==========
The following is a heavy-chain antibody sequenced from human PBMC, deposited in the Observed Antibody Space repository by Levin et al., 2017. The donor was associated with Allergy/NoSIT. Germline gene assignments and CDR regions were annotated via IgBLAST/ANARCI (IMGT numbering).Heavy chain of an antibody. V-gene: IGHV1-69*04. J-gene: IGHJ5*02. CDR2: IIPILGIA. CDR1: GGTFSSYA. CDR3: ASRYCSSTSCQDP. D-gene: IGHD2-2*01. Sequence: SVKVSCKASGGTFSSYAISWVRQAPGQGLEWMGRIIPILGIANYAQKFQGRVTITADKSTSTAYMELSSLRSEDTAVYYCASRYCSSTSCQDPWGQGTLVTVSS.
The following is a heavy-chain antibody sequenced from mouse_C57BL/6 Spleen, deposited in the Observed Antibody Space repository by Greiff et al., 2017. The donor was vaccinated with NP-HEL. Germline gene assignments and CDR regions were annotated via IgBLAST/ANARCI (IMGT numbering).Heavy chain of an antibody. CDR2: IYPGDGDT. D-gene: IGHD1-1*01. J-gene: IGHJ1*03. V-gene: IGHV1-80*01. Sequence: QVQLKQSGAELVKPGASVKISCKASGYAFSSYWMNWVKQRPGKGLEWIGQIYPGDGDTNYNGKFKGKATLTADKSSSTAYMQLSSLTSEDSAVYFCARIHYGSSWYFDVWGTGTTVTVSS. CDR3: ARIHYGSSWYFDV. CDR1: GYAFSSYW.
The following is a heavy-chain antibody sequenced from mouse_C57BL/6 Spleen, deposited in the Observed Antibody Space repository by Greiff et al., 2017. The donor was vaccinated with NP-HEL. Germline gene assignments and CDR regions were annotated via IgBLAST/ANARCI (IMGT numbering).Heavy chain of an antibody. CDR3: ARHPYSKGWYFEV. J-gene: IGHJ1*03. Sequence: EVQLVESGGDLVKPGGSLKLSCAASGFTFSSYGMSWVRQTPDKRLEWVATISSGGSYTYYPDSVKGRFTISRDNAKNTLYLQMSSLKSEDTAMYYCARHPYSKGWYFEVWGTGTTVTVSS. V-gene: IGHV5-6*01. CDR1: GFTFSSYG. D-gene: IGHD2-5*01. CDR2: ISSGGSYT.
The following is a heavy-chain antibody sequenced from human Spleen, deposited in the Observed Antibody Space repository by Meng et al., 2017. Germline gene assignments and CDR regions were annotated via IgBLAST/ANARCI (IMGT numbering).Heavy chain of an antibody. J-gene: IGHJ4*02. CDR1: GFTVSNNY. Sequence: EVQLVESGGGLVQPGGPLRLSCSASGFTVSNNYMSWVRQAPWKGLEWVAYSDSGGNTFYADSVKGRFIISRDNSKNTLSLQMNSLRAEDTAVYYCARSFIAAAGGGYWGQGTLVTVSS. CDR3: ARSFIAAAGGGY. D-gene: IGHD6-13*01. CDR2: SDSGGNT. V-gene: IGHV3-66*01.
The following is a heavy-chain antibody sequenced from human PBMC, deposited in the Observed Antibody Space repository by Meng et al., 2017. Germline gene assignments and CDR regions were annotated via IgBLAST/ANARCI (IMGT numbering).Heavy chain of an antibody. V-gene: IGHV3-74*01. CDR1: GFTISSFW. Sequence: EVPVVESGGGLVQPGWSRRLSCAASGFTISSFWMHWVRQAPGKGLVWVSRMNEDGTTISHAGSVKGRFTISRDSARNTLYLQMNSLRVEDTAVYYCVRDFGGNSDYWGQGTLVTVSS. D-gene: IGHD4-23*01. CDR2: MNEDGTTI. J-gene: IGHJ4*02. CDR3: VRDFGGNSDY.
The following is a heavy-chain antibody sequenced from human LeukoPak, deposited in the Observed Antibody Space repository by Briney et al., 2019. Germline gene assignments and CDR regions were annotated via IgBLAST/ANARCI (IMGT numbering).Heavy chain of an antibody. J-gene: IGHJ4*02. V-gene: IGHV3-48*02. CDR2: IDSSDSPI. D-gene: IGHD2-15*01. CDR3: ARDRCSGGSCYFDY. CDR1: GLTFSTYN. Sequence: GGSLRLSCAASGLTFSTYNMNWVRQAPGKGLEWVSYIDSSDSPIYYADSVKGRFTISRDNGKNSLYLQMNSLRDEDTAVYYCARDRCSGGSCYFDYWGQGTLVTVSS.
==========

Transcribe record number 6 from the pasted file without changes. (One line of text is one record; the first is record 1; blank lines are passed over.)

The following is a heavy-chain antibody sequenced from human LeukoPak, deposited in the Observed Antibody Space repository by Briney et al., 2019. Germline gene assignments and CDR regions were annotated via IgBLAST/ANARCI (IMGT numbering).Heavy chain of an antibody. J-gene: IGHJ4*02. V-gene: IGHV3-48*02. CDR2: IDSSDSPI. D-gene: IGHD2-15*01. CDR3: ARDRCSGGSCYFDY. CDR1: GLTFSTYN. Sequence: GGSLRLSCAASGLTFSTYNMNWVRQAPGKGLEWVSYIDSSDSPIYYADSVKGRFTISRDNGKNSLYLQMNSLRDEDTAVYYCARDRCSGGSCYFDYWGQGTLVTVSS.